The One-Year Impact of Debit Swipe Fee Reform


NATIONAL REPORT – On Oct. 1 of last year, convenience store retailers chalked up a hard-fought victory, albeit a lesser one than they had hoped for, in the arena of interchange fee reform. On that day, new debit card swipe fee regulations stemming from the Durbin Amendment -- a part of the larger Dodd-Frank Wall Street Reform Act -- went into effect with the intent of making the interchange fees be "reasonable and proportionate" to the actual cost of processing a transaction.

Unfortunately, in the months that have since followed, it's become apparent that the reform handed down by the Federal Reserve, in fact, needs further reform. Instead of enjoying the fruits of their labor, convenience industry representatives are getting ready to go to court to argue that the reform delivered on Oct. 1, 2011 was not the reform intended in the original legislation.

That's because while some c-store retailers are seeing a savings, others are actually paying more in debit card swipe fees than they were before. "It's been a mix of both [positive and negative]," Lyle Beckwith, senior vice president of government relations for NACS, the Association for Convenience & Fuel Retailing, said of the new federal regulations. "And it's not the fault of the legislation. It's the fault of the Federal Reserve for putting out a flawed final rule."

Initially, the Fed determined that it cost banks an average of four cents to process a debit transaction and proposed that the fees be capped at no more than 12 cents per transaction. This proposed cap, however, set off a flurry of lobbying activity pitting the retail industry against the banking industry. When the Fed issued its final rule last summer, the cap was set at 21 cents per transaction plus five basis points, or .05 percent of the transaction.

While that cap would have lowered the debit card swipe fees on most purchases, the retail industry was dealt a blow when Visa and MasterCard announced they would charge the maximum amount even on small-ticket transactions that previously cost 10 to 11 cents. Some industry insiders define small-ticket transactions as under $7, others at under $11.

"The final rule has allowed Visa and MasterCard to jack up the rates for every debit transaction," Beckwith said, and because of this, a retailer's customer mix, sales mix and transaction mix now determine whether they see a savings and by how much. "It's possible that individual companies, depending on their mix, are not seeing any savings," he added.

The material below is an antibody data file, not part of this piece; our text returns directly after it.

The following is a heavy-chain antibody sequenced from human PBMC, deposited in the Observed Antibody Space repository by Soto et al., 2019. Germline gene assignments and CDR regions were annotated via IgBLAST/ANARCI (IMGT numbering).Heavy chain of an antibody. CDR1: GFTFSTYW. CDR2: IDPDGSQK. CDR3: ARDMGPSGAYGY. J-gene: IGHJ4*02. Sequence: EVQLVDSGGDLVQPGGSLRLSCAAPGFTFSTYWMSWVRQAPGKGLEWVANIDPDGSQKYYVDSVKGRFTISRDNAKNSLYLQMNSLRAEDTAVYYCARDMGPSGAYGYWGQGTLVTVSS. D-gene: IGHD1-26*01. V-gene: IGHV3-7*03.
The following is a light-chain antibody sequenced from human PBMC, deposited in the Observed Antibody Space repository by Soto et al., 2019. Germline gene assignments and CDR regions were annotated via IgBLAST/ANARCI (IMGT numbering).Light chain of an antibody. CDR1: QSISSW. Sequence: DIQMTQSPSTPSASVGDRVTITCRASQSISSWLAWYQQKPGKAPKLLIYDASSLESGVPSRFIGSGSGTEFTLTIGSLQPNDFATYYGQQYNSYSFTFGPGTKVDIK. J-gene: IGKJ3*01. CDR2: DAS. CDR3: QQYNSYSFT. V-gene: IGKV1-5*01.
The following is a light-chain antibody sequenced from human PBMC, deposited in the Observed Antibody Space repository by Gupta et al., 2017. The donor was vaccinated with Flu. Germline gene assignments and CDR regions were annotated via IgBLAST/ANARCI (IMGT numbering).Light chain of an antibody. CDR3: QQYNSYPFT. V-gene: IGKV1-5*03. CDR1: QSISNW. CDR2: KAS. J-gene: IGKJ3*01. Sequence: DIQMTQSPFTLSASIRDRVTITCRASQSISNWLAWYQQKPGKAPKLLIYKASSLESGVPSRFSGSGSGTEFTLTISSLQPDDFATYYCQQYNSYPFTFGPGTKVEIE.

Miller Oil Co. Inc. President and former NACS Chairman Jeff Miller said for his Norfolk, Va.-based company, which operates the Miller's Neighborhood Market chain of convenience stores, the impact has been widely different at the pumps vs. inside the stores.

From a gasoline retailing standpoint, the reform has been "very helpful," he said. When a consumer uses a debit card at the pump now, the overall cost of the transaction and the overall weighted cost (combined credit and debit fees) of the transaction is less than before.

Inside the store, though, Miller's story doesn't have a happy ending due to the increased fees on small-ticket transactions. "It's almost as if the low-ticket retailer -- convenience stores, dollar stores, restaurants -- has been targeted by the Fed to make us pay for rocking the boat," he said.

Miller Oil Co. is a plaintiff in the U.S. District Court suit against the Federal Reserve board, along with NACS, the Food Marketing Institute, National Retail Federation, National Restaurant Association and Boscov's Department Store LLC.

While retailers are certainly feeling the sting with small-ticket transactions, the Durbin Amendment reform has not been all bad news. Overall, the convenience industry is seeing a savings, and therefore its customers are seeing a savings, according to Beckwith.

The fate of the Durbin Amendment reform -- and whether retailers will finally get the full relief they've been battling for -- now lies in the hands of the courts. The lawsuit against the Federal Reserve is expected to go to court this fall.

"We're going to be arguing that the Fed did not follow the rules and included conditions that were not intended in the law as it was written," explained Beckwith of NACS. "If we're successful, the current regulation will have to be reworked, which should get the fees back to the original proposal of seven to 12 cents per transaction."

For more on the impact of the debit swipe fee reform, look in the October issue of Convenience Store News.

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